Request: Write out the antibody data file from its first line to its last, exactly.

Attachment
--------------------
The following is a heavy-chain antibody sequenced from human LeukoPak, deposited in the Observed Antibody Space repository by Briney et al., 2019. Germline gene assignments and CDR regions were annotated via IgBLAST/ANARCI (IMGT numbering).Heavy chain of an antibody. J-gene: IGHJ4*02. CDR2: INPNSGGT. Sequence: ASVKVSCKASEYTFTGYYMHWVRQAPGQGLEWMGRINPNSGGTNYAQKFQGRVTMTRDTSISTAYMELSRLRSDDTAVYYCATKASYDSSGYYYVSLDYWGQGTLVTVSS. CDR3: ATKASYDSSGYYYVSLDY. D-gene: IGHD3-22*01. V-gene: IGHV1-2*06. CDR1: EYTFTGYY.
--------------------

The following is a heavy-chain antibody sequenced from human LeukoPak, deposited in the Observed Antibody Space repository by Briney et al., 2019. Germline gene assignments and CDR regions were annotated via IgBLAST/ANARCI (IMGT numbering).Heavy chain of an antibody. J-gene: IGHJ4*02. CDR2: INPNSGGT. Sequence: ASVKVSCKASEYTFTGYYMHWVRQAPGQGLEWMGRINPNSGGTNYAQKFQGRVTMTRDTSISTAYMELSRLRSDDTAVYYCATKASYDSSGYYYVSLDYWGQGTLVTVSS. CDR3: ATKASYDSSGYYYVSLDY. D-gene: IGHD3-22*01. V-gene: IGHV1-2*06. CDR1: EYTFTGYY.